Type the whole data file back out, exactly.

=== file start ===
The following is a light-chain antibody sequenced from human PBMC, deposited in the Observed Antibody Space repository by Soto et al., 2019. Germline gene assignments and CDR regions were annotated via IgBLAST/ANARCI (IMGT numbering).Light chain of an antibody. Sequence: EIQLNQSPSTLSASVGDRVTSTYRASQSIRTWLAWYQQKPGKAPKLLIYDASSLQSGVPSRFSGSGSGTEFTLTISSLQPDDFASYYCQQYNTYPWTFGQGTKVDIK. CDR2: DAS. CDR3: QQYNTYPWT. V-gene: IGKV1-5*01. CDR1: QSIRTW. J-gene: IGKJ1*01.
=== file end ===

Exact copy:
The following is a light-chain antibody sequenced from human PBMC, deposited in the Observed Antibody Space repository by Soto et al., 2019. Germline gene assignments and CDR regions were annotated via IgBLAST/ANARCI (IMGT numbering).Light chain of an antibody. Sequence: EIQLNQSPSTLSASVGDRVTSTYRASQSIRTWLAWYQQKPGKAPKLLIYDASSLQSGVPSRFSGSGSGTEFTLTISSLQPDDFASYYCQQYNTYPWTFGQGTKVDIK. CDR2: DAS. CDR3: QQYNTYPWT. V-gene: IGKV1-5*01. CDR1: QSIRTW. J-gene: IGKJ1*01.